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Issues In Professional Practice And Their Implementation In Engineering Curricula

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1997 Annual Conference


Milwaukee, Wisconsin

Publication Date

June 15, 1997

Start Date

June 15, 1997

End Date

June 18, 1997



Page Count


Page Numbers

2.268.1 - 2.268.8



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Paper Authors

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Samuel P. Clemence

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Daniel J. McGinley

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NOTE: The first page of text has been automatically extracted and included below in lieu of an abstract

Session 2515

Issues in Professional Practice and Their Implementation in Engineering Curricula

Samuel P. Clemence, Daniel J. McGinley Syracuse University/Institute for Professional Practice

A successful career in engineering is dependant not only on the engineer’s technical expertise, experience, and ability to solve problems, it is also imperative to have the acumen to foresee and manage many of the nontechnical issues which are integral to the successful management of any project. Until recently, most engineering students and young practicing engineers have not been formally exposed to these issues.

In the proposed Engineering Criteria 20001 that has been developed by the Accreditation Board for Engineering and Technology (ABET) it clearly states (Criterion 3. Program Outcomes and Assessment) “Engineering programs must demonstrate that their graduates have…(f) an understanding of professional and ethical responsibility.” This requirement, coupled with specific proposed Program Criteria2 (e.g. Civil Engineering, Architectural Engineering) stating “Graduates of the program must demonstrate an understanding of professional practice issues” warrants proven methods for delivering professional practice and ethics education.

The Institute for Professional Practice (IPP) has developed an innovative approach to include these important subjects in the engineering curriculum. This paper will describe several ways of implementing issues in profesional practice either through the ABET-required major design experience or as separate elective courses.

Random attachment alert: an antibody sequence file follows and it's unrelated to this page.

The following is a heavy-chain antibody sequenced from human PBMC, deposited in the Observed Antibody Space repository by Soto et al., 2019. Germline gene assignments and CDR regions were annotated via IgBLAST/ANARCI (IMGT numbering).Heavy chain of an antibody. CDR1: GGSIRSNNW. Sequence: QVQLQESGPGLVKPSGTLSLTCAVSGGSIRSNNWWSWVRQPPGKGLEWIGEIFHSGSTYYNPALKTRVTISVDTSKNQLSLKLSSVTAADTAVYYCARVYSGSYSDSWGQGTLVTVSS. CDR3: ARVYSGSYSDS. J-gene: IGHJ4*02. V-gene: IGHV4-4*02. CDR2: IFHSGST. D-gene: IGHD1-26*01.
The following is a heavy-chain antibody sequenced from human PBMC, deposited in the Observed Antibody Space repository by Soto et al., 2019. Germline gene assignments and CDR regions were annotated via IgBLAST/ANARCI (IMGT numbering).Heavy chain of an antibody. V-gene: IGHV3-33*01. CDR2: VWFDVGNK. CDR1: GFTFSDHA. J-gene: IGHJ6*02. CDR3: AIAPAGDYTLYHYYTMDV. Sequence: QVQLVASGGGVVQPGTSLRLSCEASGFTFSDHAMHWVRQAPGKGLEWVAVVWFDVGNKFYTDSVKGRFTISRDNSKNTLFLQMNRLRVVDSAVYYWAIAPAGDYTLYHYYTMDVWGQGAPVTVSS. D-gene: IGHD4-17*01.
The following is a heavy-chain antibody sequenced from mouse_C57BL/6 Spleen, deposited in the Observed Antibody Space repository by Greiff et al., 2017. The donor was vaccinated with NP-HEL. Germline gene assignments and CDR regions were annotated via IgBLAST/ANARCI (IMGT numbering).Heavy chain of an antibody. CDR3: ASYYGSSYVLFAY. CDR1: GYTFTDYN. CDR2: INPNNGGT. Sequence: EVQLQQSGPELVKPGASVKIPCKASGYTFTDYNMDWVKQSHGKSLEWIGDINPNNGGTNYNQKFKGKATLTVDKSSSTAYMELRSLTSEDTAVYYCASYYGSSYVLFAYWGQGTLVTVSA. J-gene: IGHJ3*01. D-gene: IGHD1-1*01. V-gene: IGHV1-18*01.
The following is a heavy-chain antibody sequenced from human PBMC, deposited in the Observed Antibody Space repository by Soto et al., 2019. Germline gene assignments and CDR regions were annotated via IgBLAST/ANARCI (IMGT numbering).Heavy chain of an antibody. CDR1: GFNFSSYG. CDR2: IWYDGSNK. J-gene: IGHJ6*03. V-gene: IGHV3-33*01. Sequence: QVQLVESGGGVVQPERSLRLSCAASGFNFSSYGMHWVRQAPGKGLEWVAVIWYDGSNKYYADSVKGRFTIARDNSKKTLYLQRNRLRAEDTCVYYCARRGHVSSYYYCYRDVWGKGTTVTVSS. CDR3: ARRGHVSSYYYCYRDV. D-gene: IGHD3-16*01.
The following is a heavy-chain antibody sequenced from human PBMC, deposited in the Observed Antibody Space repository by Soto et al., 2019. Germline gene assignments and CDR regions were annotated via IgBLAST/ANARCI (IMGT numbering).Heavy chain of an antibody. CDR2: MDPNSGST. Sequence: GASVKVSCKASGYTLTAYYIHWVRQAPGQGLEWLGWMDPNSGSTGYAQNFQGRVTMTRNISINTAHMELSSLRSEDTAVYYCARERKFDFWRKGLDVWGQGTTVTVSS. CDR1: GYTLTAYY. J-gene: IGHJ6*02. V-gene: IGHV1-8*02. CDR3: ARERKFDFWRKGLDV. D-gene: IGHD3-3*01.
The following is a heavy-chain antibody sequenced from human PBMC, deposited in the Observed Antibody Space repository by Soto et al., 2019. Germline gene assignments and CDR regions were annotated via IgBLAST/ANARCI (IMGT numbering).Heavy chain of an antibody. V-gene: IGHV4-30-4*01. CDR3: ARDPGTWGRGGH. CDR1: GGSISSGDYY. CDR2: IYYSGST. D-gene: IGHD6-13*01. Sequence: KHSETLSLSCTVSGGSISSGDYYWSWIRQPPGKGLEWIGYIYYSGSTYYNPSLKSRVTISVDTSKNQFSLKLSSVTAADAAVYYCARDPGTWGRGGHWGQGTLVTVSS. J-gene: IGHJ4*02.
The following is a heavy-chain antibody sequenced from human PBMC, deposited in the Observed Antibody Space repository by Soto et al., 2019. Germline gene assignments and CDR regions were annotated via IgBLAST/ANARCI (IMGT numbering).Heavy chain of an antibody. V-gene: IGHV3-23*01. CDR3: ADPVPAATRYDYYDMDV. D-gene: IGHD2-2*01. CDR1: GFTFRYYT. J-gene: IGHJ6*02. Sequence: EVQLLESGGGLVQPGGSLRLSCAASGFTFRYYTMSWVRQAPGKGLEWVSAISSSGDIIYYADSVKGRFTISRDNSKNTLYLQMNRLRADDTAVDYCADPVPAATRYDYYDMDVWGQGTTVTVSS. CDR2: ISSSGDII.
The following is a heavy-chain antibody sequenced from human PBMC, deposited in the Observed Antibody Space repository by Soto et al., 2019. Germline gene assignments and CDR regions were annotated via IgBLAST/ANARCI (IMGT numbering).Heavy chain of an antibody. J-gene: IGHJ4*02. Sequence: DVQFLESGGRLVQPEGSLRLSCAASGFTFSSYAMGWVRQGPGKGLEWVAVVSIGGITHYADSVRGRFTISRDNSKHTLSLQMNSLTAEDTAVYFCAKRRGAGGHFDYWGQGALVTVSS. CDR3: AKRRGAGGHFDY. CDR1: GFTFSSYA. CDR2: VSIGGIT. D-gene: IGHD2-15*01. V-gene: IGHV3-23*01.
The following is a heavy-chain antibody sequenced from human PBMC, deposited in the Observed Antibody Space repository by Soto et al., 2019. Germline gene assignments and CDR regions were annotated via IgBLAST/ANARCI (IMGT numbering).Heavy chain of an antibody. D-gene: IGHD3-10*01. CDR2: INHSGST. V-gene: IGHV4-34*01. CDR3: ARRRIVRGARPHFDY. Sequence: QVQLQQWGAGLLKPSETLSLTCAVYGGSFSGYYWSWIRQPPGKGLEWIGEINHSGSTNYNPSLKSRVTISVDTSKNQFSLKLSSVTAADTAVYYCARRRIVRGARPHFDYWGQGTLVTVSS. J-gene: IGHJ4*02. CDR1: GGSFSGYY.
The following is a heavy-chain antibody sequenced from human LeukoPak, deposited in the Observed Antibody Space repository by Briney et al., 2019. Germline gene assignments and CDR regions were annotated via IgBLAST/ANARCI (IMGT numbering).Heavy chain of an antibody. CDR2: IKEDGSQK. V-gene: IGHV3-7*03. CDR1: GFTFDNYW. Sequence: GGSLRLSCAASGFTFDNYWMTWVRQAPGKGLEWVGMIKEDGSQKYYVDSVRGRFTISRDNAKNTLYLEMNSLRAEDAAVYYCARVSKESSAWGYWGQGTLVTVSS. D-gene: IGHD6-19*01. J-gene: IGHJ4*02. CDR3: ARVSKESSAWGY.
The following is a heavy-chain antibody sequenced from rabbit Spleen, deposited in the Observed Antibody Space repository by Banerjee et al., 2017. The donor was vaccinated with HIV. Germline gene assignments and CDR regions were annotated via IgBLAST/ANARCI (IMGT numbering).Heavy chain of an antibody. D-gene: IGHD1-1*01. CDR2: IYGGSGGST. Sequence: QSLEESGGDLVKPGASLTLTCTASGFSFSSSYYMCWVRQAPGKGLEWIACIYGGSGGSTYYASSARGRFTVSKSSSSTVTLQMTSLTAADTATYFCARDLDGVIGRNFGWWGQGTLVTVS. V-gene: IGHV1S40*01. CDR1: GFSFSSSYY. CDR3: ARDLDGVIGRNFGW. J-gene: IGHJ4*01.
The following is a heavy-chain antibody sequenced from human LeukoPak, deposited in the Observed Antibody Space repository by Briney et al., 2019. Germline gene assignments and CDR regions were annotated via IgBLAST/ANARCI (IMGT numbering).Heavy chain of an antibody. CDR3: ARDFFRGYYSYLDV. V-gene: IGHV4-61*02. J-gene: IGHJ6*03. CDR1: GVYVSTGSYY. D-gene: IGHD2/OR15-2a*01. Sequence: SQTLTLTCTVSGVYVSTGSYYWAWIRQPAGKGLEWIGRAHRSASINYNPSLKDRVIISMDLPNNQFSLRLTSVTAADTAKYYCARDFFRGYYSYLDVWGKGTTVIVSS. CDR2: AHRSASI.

Background of the Institute

The Institute for Professional Practice was originated in 1989 by ASFE - Professional Firms Practicing in the Geosciences (originally the Association of Soil and Foundation Engineers) with funds derived from an international conference held in San Francisco a few years previously. While this geotechnical engineering group provided the impetus for establishing the Institute, it was set up as a separate, non-profit 501(c)(3) corporation to serve the entire spectrum of engineering practice in the United States.

To date, virtually all of the Institute’s funding has been derived from returns on the invested original capital, donations from ASFE, Terra Insurance Company, the DPIC Companies, and pledges and contributions from individuals and firms in the national consulting engineering community who constitute the founding members of IPP’s Heritage Society. The purpose of the Heritage Society is to encourage financial support for the Institute and to recognize those who have made a commitment to the Institute.

Clemence, S. P., & McGinley, D. J. (1997, June), Issues In Professional Practice And Their Implementation In Engineering Curricula Paper presented at 1997 Annual Conference, Milwaukee, Wisconsin. 10.18260/1-2--6657

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